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The UK doesn't understand Universal Health Coverage Day

Friday December 12th is the first ever Universal Health Coverage Day, a day that draws attention to the one billion people who still lack access to basic health care, and the other 100 million people who fall into poverty while trying to access it each year. Sounds like a good reason for a day.

But over here in the UK, we’re confused. If there is supposed to be a billion people without access to basic health care, how come we don’t know any of them? I’ve even asked all of my friends here, and none of their neighbours, family members, or co-workers lack access to health care. I mean, whenever we’re sick, we just go down to the local NHS clinic, see a doctor for free, and things tend to be looking better from there.

My grandmother hadn't even released her first rap album when this pamphlet was made.

And the NHS (National Health Service) is precisely the reason why we don’t know anyone who is cut off from health care. Implemented in the wake of World War II, the NHS has been guaranteeing the right to health of the British people for almost 75 years. It provides access to preventative health care, hospitals, and medications, and is mainly funded through tax collected by the government. It means that our ability to shake off illness doesn’t depend on the size of our family’s bank account.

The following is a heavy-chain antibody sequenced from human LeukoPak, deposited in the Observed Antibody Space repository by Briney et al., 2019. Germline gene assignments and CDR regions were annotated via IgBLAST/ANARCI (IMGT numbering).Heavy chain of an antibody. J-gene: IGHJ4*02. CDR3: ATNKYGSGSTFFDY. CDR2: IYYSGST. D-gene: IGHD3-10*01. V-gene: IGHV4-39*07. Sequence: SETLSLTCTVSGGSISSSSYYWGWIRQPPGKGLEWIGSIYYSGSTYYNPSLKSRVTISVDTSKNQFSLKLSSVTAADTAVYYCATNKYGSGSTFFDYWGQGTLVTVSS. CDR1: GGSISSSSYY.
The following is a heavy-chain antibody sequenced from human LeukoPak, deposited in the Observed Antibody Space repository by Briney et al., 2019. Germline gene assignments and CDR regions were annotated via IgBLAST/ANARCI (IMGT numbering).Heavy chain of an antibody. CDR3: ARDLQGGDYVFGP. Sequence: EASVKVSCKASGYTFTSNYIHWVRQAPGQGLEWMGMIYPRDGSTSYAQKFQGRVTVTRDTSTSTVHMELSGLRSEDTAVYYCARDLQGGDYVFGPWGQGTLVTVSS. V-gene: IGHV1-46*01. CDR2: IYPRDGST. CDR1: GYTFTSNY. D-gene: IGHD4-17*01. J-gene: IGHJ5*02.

Meanwhile, elsewhere...

Over in Southeast Asia and Africa, the situation doesn’t look as good. Nearly a third of households in these parts of the world have to borrow money or sell assets to pay for health care, which creates a domino effect of problems that reduce the output and wellbeing of not just the families in question, but their communities in general. It’s just a much harder battle.

But the future isn’t bleak. While the UK was certainly right at the front of the pack when it implemented its universal health system, dozens of countries around the world are heading in that direction right now. Importantly, major countries like India, China, Brazil, and Russia are taking steps towards universal health coverage, representing almost half of the world’s population.

Two years ago, the United Nations unanimously adopted a resolution to urge national leaders to ensure access to quality health care without financial hardship, and Universal Health Coverage Day exists to remind us that it’s a resolution worth delivering on. If national governments around the world really get serious on this one, it would change hundreds of millions of lives!

You can add your voice to Universal Health Coverage Day by using the #HealthForAll hashtag on Twitter, or jumping into the Virtual Photo Booth!


Michael Wilson